Oakland Police threw tear gas and used rubber bullets on the crowd of Occupy Wall Street movement protestors in Oakland, California, and in the process Tuesday night managed to critically injure an Iraq War veteran, Scott Olsen, who not only managed to survive two tours in Iraq but the survive them without injury.
Huffington Post writer Jason Cherkis notes the Oakland, California police were “determined to reclaim the camp that officers destroyed that morning,” adding and update later stating,
“New video posted to YouTube suggests that Olsen was hit at close range with a tear-gas canister. After demonstrators rush to Olsen’s aid, an Oakland cop waits a few beats before lobbing a second tear-gas canister at the crowd. They are attending to Olsen when the canister explodes, sending smoke everywhere.”
“Activists staged Tuesday night’s march through downtown Oakland in response to a violent police raid on the Occupy Oakland encampment earlier that day, during which officers rained tear gas and rubber bullets on the activists in an effort to clear the camp. Police arrested scores of protesters during the eviction.”
“The local police’s use of force seriously injured an Occupy activist and Iraq War veteran.
“Scott Olsen, 24, remains sedated on a respirator, in stable but critical condition at Oakland’s Highland Hospital after being hit in the head with a police projectile.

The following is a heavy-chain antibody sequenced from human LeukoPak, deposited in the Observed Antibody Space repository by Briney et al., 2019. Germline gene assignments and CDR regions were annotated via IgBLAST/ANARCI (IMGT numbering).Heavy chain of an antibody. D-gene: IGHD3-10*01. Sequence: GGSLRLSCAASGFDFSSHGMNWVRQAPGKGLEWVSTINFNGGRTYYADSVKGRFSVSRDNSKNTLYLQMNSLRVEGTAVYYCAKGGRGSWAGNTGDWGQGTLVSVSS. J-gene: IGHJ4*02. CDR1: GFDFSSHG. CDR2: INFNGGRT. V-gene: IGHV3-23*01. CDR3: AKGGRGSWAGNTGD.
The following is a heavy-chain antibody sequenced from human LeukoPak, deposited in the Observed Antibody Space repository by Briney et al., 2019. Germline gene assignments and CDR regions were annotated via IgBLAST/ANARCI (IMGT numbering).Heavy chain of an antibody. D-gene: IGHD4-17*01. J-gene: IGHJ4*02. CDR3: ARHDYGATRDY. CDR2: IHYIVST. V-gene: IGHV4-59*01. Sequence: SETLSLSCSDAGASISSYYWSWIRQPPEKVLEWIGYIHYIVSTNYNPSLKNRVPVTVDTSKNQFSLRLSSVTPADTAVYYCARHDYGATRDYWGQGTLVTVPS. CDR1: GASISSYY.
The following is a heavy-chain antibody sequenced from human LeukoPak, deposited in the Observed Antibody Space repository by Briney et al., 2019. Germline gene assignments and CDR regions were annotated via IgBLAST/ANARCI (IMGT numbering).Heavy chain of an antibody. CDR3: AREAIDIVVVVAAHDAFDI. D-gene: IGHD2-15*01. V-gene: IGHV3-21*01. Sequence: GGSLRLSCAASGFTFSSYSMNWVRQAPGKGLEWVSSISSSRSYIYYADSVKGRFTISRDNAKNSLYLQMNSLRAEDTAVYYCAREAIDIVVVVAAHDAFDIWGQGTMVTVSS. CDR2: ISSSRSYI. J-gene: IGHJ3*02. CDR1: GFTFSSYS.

“Olsen’s roommate, Keith Shannon, 24, told The Huffington Post that Olsen is still in the emergency room.
“Right now, he’s under sedation,” Shannon said. “He walked into the hospital.” But soon after his arrival, Shannon said, doctors found that there was swelling in Olsen’s brain and put him under. He did not get a chance to talk to his friend. “They are waiting for a neurosurgeon to examine him to see if he needs surgery or not,” Shannon said. If he doesn’t need an operation, he’ll be moved to the intensive care unit.
YouTube video of the incident shows Olsen, wearing his Marine jacket without his nametape, being carted through a cloud of tear-gas smoke to the sounds of shrieking activists. In a close up, his forehead appears bruised and bloodied. He stares up at his ad-hoc triage in a daze. When asked, “What’s your name?” he can’t answer. Someone screams, “Medic!”
Shannon first got to know Olsen serving in Iraq from August 2006 to May 2007, when the two worked tactical communications as part of the Marines’ 3rd Battalion. Olsen subsequently served a second tour. “We both came out against the war,” Shannon said.
Olsen was never injured during his two tours in Iraq.
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